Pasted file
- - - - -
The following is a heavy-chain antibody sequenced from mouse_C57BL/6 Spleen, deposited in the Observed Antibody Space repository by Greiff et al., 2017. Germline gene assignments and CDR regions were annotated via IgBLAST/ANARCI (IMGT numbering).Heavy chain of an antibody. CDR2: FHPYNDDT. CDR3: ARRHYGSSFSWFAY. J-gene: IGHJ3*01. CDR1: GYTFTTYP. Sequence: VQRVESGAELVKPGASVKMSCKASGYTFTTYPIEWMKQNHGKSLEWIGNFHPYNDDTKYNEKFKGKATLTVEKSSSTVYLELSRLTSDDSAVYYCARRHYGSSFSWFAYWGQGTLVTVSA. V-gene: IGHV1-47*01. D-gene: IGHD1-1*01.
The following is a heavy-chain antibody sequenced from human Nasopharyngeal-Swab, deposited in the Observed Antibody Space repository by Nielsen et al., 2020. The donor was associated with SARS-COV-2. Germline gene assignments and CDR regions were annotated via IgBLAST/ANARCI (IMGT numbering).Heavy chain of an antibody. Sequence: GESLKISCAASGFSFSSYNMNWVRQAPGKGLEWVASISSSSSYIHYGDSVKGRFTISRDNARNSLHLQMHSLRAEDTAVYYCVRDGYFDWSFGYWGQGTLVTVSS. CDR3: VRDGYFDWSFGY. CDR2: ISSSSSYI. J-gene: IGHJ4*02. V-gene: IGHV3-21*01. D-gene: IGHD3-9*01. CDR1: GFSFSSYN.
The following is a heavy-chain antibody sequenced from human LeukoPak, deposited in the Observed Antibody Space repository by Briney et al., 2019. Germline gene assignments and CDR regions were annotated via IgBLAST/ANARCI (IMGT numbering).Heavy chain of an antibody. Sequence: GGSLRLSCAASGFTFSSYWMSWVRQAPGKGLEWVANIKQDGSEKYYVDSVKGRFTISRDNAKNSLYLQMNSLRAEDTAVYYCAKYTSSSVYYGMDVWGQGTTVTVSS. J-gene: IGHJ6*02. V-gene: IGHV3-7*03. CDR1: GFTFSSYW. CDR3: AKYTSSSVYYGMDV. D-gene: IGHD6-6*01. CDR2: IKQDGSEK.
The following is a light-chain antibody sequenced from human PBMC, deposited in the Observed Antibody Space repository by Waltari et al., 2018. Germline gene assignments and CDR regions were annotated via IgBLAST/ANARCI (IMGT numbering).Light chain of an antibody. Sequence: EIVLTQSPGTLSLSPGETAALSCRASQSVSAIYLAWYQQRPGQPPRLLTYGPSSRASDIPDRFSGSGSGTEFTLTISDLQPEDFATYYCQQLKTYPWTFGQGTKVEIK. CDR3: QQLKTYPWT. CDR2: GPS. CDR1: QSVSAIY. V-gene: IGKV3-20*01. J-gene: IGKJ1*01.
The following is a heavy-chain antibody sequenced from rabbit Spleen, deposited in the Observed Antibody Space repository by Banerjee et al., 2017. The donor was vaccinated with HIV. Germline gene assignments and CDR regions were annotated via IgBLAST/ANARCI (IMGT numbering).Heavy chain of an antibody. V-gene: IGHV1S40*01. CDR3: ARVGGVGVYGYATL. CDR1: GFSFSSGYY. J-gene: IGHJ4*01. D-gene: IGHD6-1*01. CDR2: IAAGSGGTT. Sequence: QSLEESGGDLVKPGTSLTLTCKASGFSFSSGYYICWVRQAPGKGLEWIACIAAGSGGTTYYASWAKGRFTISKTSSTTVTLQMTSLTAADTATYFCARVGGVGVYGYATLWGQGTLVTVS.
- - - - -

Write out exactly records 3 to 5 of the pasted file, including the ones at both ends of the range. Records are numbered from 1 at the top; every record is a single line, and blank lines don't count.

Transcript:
The following is a heavy-chain antibody sequenced from human LeukoPak, deposited in the Observed Antibody Space repository by Briney et al., 2019. Germline gene assignments and CDR regions were annotated via IgBLAST/ANARCI (IMGT numbering).Heavy chain of an antibody. Sequence: GGSLRLSCAASGFTFSSYWMSWVRQAPGKGLEWVANIKQDGSEKYYVDSVKGRFTISRDNAKNSLYLQMNSLRAEDTAVYYCAKYTSSSVYYGMDVWGQGTTVTVSS. J-gene: IGHJ6*02. V-gene: IGHV3-7*03. CDR1: GFTFSSYW. CDR3: AKYTSSSVYYGMDV. D-gene: IGHD6-6*01. CDR2: IKQDGSEK.
The following is a light-chain antibody sequenced from human PBMC, deposited in the Observed Antibody Space repository by Waltari et al., 2018. Germline gene assignments and CDR regions were annotated via IgBLAST/ANARCI (IMGT numbering).Light chain of an antibody. Sequence: EIVLTQSPGTLSLSPGETAALSCRASQSVSAIYLAWYQQRPGQPPRLLTYGPSSRASDIPDRFSGSGSGTEFTLTISDLQPEDFATYYCQQLKTYPWTFGQGTKVEIK. CDR3: QQLKTYPWT. CDR2: GPS. CDR1: QSVSAIY. V-gene: IGKV3-20*01. J-gene: IGKJ1*01.
The following is a heavy-chain antibody sequenced from rabbit Spleen, deposited in the Observed Antibody Space repository by Banerjee et al., 2017. The donor was vaccinated with HIV. Germline gene assignments and CDR regions were annotated via IgBLAST/ANARCI (IMGT numbering).Heavy chain of an antibody. V-gene: IGHV1S40*01. CDR3: ARVGGVGVYGYATL. CDR1: GFSFSSGYY. J-gene: IGHJ4*01. D-gene: IGHD6-1*01. CDR2: IAAGSGGTT. Sequence: QSLEESGGDLVKPGTSLTLTCKASGFSFSSGYYICWVRQAPGKGLEWIACIAAGSGGTTYYASWAKGRFTISKTSSTTVTLQMTSLTAADTATYFCARVGGVGVYGYATLWGQGTLVTVS.